1. Polder BJ, Van't Hof MA, Van der Linden FPGM, Kuijpers-Jagtman AM. A meta-analysis of the prevalence of dental agenesis of permanent teeth. Community Dent Oral Epidemiol 2004; 32: 217-26. Blackwell Munksgaard, 2004.
  2. Galluccio G, Pilotto A. Genetics of dental agenesis: anterior and posterior area of the arch. European Archives of Paediatric Dentistry 2008 Mar; 9 (1): 41-5.
  3. Pinho T, Lemos C. Dental repercussions of maxillary lateral incisor agenesis. Eur J Orthod. 2012 Dec;34(6):698-703.
  4. Mirabella AD, Kokich VG, Rosa M. Analysis of crown widths in subjects with congenitally missing maxillary lateral incisors. Eur J Orthod. 2012 Dec;34(6):783-7.
  5. Brook AH, Elcock C, Al-Sharood MH, McKeown HF, Khalaf K, Smith RN. Further studies of a model for the aetiology of anomalies of tooth number and size in humans. Connective Tissue Research 2002; 43: 289-295.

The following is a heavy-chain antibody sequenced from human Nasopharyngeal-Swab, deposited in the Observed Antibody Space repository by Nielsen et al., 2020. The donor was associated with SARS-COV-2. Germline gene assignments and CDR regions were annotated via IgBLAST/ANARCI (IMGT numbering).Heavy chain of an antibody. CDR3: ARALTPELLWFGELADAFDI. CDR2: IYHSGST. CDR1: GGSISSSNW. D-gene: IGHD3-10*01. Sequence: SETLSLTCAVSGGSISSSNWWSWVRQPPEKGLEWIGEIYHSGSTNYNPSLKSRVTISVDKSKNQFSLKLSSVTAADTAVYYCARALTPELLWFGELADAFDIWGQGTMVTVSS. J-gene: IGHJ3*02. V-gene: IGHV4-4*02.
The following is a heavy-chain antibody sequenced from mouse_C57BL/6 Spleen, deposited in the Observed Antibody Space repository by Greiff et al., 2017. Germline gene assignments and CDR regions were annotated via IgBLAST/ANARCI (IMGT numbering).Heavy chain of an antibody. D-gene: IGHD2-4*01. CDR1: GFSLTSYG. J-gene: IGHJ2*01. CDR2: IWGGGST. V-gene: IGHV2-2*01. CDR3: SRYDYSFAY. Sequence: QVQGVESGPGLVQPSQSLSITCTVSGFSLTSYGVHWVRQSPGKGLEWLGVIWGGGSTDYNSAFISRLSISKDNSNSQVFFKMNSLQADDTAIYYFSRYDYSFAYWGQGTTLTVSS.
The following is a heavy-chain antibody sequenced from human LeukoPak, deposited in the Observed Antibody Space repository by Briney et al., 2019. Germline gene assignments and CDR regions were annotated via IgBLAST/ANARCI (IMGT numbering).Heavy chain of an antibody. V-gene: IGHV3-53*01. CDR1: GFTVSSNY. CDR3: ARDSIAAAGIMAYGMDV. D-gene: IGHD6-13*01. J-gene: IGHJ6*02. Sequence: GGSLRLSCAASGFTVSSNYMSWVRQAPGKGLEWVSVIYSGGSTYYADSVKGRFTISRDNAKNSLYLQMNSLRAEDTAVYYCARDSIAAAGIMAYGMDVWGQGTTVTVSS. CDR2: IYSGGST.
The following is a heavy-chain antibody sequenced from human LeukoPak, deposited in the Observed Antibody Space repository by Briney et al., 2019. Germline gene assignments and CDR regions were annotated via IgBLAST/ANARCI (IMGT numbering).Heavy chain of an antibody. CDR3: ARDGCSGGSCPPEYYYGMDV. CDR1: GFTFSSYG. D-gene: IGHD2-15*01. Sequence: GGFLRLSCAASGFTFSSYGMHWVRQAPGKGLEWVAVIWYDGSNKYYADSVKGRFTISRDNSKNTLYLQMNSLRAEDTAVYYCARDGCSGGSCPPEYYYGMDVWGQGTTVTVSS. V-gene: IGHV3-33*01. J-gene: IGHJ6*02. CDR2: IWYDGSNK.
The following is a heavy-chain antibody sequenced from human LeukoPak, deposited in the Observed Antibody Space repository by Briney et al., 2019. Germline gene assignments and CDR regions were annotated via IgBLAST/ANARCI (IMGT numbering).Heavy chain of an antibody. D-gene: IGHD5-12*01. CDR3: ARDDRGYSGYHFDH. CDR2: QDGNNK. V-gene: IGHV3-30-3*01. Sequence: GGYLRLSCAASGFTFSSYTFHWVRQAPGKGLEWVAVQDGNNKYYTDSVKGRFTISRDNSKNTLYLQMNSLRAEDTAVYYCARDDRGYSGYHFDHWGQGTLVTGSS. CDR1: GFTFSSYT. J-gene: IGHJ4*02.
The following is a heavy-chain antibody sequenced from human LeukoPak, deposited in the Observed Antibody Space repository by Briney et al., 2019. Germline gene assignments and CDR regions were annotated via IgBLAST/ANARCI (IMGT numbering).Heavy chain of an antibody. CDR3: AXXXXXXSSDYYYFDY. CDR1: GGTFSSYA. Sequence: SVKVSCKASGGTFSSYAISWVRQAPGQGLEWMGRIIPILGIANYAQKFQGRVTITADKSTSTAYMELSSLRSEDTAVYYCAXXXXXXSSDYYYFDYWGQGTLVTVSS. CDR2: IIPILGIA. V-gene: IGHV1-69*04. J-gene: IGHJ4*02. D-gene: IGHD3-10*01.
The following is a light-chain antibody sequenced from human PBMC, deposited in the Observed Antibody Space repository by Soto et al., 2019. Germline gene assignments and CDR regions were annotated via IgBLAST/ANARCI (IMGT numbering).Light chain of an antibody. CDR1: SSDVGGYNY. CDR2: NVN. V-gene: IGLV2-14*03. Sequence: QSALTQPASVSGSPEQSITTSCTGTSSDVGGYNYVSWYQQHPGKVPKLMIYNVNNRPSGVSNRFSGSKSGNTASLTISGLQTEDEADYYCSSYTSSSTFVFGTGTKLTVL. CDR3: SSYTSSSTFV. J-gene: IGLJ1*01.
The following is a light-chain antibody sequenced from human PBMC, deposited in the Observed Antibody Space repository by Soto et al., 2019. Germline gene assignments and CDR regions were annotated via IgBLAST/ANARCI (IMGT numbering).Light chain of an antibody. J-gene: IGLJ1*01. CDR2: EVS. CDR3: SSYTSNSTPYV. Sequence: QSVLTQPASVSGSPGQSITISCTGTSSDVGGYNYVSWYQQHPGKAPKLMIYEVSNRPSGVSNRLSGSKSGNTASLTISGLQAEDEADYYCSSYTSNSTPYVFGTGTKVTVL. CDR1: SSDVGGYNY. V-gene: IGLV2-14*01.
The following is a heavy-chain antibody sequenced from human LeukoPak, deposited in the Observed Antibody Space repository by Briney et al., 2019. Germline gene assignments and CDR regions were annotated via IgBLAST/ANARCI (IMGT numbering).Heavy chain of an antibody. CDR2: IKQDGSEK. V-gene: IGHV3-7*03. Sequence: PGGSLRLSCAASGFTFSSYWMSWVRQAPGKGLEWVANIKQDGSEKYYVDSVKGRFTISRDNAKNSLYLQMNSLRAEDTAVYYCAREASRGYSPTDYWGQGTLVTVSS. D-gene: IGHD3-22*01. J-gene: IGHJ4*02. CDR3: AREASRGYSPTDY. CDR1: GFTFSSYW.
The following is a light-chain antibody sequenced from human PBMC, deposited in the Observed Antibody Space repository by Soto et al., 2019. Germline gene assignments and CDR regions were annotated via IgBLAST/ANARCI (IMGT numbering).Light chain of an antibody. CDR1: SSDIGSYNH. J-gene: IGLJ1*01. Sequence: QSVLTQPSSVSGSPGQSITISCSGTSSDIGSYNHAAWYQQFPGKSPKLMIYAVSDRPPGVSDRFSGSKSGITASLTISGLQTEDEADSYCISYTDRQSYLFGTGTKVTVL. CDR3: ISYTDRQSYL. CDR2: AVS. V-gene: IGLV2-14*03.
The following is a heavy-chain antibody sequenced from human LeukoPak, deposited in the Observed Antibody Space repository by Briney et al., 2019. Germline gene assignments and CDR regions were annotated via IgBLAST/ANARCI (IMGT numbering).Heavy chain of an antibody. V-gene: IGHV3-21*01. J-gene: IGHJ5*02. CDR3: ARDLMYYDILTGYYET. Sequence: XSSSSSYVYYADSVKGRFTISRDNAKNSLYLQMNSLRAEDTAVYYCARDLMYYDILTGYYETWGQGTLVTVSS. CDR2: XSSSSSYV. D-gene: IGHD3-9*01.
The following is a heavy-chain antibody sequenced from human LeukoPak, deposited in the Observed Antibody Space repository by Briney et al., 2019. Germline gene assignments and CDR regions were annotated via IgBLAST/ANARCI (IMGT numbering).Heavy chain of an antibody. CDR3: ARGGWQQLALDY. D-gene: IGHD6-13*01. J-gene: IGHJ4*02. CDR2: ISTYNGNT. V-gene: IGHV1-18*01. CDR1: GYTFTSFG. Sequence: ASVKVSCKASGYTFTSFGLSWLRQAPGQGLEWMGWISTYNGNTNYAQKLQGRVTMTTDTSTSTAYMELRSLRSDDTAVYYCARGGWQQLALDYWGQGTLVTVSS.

6. Jae Hyun Park DMD, MSD, MS, PhD, Sakiko Okadakage DDS, Yasumori Sato DDS, PhD, Yutaka Akamatsu DDS, PhD, Kiyoshi Tai DDS. Orthodontic Treatment of a Congenitally Missing Maxillary Lateral Incisor. J Esthet Restor Dent 22:297-313, 2010.
  7. Hakan Tuna S, Keyf F, Pekkan G. The Single-tooth Implant Treatment of Congenitally Missing Maxillary Lateral Incisors Using Angled Abutments: A Clinical Report. Dental Research Journal 2009; 6(2): 93-98.
  8. Robertsson S, Mohlin B. The congenitally missing upper lateral incisor. A retrospective study of orthodontic space closure versus restorative treatment. Eur J Orthod. 2000 Dec;22(6):697-710.
  9. Brough E, Donaldson AN, Naini FB. Canine substitution for missing maxillary lateral incisors: the influence of canine morphology, size, and shade on perceptions of smile attractiveness. Am J Orthod Dentofacial Orthop. 2010 Dec;138(6):705.e1-9.
  10. Brook AH. Multilevel complex interactions between genetic, epigenetic and environmental factors in the aetiology of anomalies of dental development. Archives of Oral Biology 2009; 54: S3-S17.